Thursday, April 28, 2005

You first. No, after you. But I insist... 

We may be witnessing the opening rounds in a "you first" standoff of the kind not seen since the days of Ehud Barak and Yasser Arafat at Camp David:

This time, it isn't two leaders standing at a door, but their respective constituencies, and this time a lot more than a photo-op is riding on who blinks first. Here's an arm-chair, Monday-morning pundit's view. Take it with a truck load of salt.

If Abbas goes first, as is presently scheduled, he will lose any options he might have had should elections give a large piece of the Palestinian pie to Hamas, which seems likely today. Meanwhile, Sharon should be about as eager to load up those disengagement trucks as my kids are to get started on their homework.

Delay is already in the air in both cases. The Palestinians already discuss delaying their elections now that Hamas threatens a jihad on the ballot box:

Palestinian Deputy Prime Minister and Minister of Information Nabil Shaath cited the ongoing Israeli occupation as well as the intended Israeli withdrawal from the Gaza Strip as reasons for holding off the elections.

"The question really has to do with the Israeli pullout of Gaza during that time, and our fear that the Israelis might make it difficult for people to do real election campaigns and have real freedom of movement," he said.
While Shaath can't stop himself from spinning these excuses for delay as being more bad Israeli behavior, the thinking behind that spin is clear: delay until after the disengagement suits the ruling party just fine. Why? It gives them time to play the disengagement as a Fatah victory in time for elections.

Sharon has already moved the disengagement back three weeks. His desire to keep the withdrawal from being presented as a "victory for terrorism" (even if it is one) certainly could bring him to simply reschedule the date as "a few days after Palestinian elections" and then just hunker down until then. This lets him avoid Abbas campaigning on a platform of having pushed Israel out, and allows him to keep his finger near the emergency stop button in case of a Hamas-ruled government. This could even be a potential planned offramp to get himself off the path of disengagement -- "I can't turn Gaza over to Hamas" -- but he certainly can't count on that.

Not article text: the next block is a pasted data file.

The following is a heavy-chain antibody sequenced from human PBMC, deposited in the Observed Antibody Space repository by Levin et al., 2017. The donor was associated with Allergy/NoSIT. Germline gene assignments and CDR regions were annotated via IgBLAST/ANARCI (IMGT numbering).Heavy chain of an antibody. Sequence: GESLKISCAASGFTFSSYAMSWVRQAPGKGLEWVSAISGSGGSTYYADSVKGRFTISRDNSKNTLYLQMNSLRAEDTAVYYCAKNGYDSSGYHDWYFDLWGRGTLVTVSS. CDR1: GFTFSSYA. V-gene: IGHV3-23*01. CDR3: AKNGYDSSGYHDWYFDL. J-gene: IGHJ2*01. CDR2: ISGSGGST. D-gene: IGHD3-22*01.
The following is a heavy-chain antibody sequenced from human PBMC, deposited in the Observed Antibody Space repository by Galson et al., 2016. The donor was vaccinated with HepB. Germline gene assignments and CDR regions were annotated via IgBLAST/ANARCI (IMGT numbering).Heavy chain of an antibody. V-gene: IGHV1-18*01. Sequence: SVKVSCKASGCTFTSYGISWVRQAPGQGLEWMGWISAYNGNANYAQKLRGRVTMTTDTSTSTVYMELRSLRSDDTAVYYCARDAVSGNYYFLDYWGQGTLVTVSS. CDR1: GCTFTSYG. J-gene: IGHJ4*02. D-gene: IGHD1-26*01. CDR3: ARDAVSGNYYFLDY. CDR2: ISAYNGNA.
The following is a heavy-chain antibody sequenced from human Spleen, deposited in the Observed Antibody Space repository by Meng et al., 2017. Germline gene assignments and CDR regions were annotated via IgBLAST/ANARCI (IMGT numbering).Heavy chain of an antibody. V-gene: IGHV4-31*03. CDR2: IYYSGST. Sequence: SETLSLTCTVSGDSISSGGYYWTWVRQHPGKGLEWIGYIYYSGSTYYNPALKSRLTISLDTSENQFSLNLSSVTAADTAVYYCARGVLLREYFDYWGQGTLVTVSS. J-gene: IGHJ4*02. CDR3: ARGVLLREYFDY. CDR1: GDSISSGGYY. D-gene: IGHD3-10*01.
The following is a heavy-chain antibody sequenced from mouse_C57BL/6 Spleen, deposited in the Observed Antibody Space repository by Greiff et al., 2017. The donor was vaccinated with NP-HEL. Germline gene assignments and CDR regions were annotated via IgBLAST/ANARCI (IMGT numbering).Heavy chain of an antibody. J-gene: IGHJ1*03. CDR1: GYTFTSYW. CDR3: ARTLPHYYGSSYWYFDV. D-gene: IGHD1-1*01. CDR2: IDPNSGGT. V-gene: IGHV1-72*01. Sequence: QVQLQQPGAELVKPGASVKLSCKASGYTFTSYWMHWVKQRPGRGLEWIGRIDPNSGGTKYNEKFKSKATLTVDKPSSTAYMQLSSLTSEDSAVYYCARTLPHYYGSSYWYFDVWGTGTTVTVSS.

There are a couple of other forks in the road if involved players want to change direction.

The first is that Sharon may not wish to risk his "peace legacy", since any process of negotiation will be placed on Terry Schiavo's feeding tube for a few decades even if Hamas simply does well in the elections without actually winning. If so, Sharon could play along with Abbas, letting the disengagement happen before elections, and coordinating things with the other side so that Abbas can lead the victory parade.

Would Hamas sit still for this, continuing the present tactical and temporary reduction in violence, waiting until after the disengagement to light the fuses once more? Is it conceivable Hamas could march at the back of an Abbas-led parade without squeezing off a few shots or lobbing a couple grenades to stop it? Only if you believe the people whose motto is "better living through suicide" wants to slip into organizational senility, slowly decaying into nothing but a network of kindergartens and ambulances (with empty explosives compartments).

Will Abbas stop them? Only if "pretty please" is enough to get the job done. Otherwise, while the summer may begin with Sharon and Abbas dancing the "you first, no you" tango, Hamas will likely have the last dance. The question will be which dance will that be: a Hamas election victory, followed by cancellation of the disengagement and the cryogenic freezing of negotiations, or the resumption of all out hostilities.
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